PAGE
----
Scared of Santa, Scooby, Spiderman, Peppa, clowns...

(13 Posts)
threelittlebigpigs Mon 08-Apr-13 20:42:56

My 4 year old DD has developed a phobia of anyone dressed in costume with their face covered and it seems to be getting worse. Over Christmas she could not be anywhere near Santa without her getting hysterical, for example, she ran away screaming when he turned up at the pre-school Christmas party.

Recently, there was an impromptu appearance of Scooby-Doo at an event we attended and she was bawling as soon as she heard the announcement that he would be arriving. She proceeded to hide her face away for the entire 15-20min he was in the room (it seemed like he was never going to leave). This has now meant she is also scared of announcements no matter what they are about and was crying her eyes out last week when we were at a soft-play and an announcement was made as I was paying the entrance fee. Cue floods of tears and her not wanting to go inside.

Yesterday we went to a party and some children were dressed as Spiderman with masks on, so she was in tears and didn't want to go inside and refused to participate in any games for half an hour, well after the time that all of the children had removed their masks.

The problem is worsened by the fact that she is a twin so it is not always easy/practical to leave places when she is upset as her sibling is usually very excited and keen to join in and see the character DD is screaming about. I have given DD loads of reassurance about people in costume. I talked endlessly about clowns (the fear which developed first), read stories with clowns in, encouraged dressing up games at home etc. When she gets upset, I am not sure if the best strategy is to calmly reassure her or leave (which I worry perpetuates the idea that there is something to fear). I would be really grateful if anyone who has experienced this with their child could give me any tips of the best way to deal with the problem. I am worried that when she starts school in September it will be difficult for her during certain events and want to help her to develop coping strategies for when I'm not around. Thanks.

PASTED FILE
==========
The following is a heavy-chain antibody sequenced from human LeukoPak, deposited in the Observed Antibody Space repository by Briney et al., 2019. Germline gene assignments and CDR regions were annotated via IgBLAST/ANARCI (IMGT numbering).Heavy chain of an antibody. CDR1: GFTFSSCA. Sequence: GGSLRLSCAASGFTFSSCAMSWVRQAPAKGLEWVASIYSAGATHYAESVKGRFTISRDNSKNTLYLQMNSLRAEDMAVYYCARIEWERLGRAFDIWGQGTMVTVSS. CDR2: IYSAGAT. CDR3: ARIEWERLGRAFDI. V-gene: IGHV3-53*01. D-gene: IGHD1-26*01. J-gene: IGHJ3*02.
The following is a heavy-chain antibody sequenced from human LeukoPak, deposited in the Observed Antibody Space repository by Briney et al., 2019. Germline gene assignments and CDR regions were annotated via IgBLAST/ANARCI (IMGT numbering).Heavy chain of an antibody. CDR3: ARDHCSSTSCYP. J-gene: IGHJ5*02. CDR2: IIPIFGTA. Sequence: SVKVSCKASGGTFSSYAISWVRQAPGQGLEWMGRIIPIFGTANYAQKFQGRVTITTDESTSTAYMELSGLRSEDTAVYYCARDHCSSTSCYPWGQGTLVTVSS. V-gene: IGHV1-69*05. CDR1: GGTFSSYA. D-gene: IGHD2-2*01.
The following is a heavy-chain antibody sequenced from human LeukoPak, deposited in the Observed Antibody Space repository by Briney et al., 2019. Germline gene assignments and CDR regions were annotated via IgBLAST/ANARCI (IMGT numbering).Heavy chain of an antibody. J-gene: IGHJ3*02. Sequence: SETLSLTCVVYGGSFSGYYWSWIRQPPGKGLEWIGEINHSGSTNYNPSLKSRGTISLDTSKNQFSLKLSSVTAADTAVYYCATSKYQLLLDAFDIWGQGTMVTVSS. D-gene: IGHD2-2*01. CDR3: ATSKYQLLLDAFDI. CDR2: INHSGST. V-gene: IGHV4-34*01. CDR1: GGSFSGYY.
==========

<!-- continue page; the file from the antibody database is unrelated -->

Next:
stargirl1701 Mon 08-Apr-13 20:45:36

I don't have any advice but I feel quite distressed by people in masks, etc. I have had to leave training courses (I'm a teacher) because it involved role play with masks. It really disturbs me and I don't know why. I'm in my late 30s.

threelittlebigpigs Mon 08-Apr-13 21:08:23

Oh dear stargirl, that must be difficult for you - particularly because you cannot always anticipate when someone will be around wearing a mask. Is there anything that can help you when you get the distressed feeling or are you left with no alternative but to leave?

Nordicmom Mon 08-Apr-13 21:16:06

My DS had this same exact fear so badly that it made him visibly shake and hide and cry at the sight of anyone in a costume or with face paint on ,even a woman with more colourful makeup ! I think it was between 2-4 y about . I never forced him into a situation where he'd be scared . We avoided dress up parties etc after he spent one party with us miserable hiding in my lap for 2 h in a cold churchall and only got up when it was time to collect his partybag and leave. He didn't even care about the cake . All this because it was a pirates and Princesses party and ONE child had a little moustache ! Nursery used to not have facepainting when he attended for 2 aft a week . The other children knew he was scared and seemed to understand . He grew out of it after a few years and I'll always remember when he came out a holiday workshop with a little train drawn on his cheek and the time he let me draw a pirate moustache on him. I used to think exposing him to the thing he was afraid off would get him used to it but then I read that with phobias that is the wrong thing to do since it'll strengthen the fear and makes it worse . This is the one big fear my DS (8y now) has ever had and it's gone now . We didn't know anyone else like him but I know it's not unheard off . I do wonder what my DD 1y will be scared of . I'm really bad with heights but my DS doesn't care at all ...
I'm sure you're DD will also grow out this in a little while smile!

threelittlebigpigs Mon 08-Apr-13 21:30:05

Thanks for the reassurance Nordicmom, I'm really glad to hear that your DS grew out of the fear eventually. Funny that you should mention face painting because DD has always been scared of this too (I had long since given up trying to persuade her) but a month or two ago, at a party, she asked to have it done for the first time ever. It must be one small step in the right direction. From what you've said about strengthening the fear, it seems that avoiding certain events is the best idea. It's just the times when clowns pop up unannounced to try to deal with better.

MrsB74 Mon 08-Apr-13 21:52:09

Hi, no advice, just wanted to say that both my twin girls hate people dressed in character suits and Santa, they are 3 (nearly 4). We recently went to Disneyland Paris (thinking they'd have grown out of the fear) - they totally avoided Mickey, Minnie, the princesses etc. despite loving the toys, films and tv programmes. Thankfully they loved the rides and shows! No problems with face painting though, they love that. I'm just hoping they'll grow out of it, I suppose they are just dressed up strangers which is a bit freaky when you think about it!

sparkleshine Mon 08-Apr-13 22:39:34

My 3 year old DS also hates people dressing up as characters and has been since forever. He won't go near them. He used to be so bad that he'd cry and even now if he knows or sees them coming he will run straight back to us nearly in tears for a cuddle.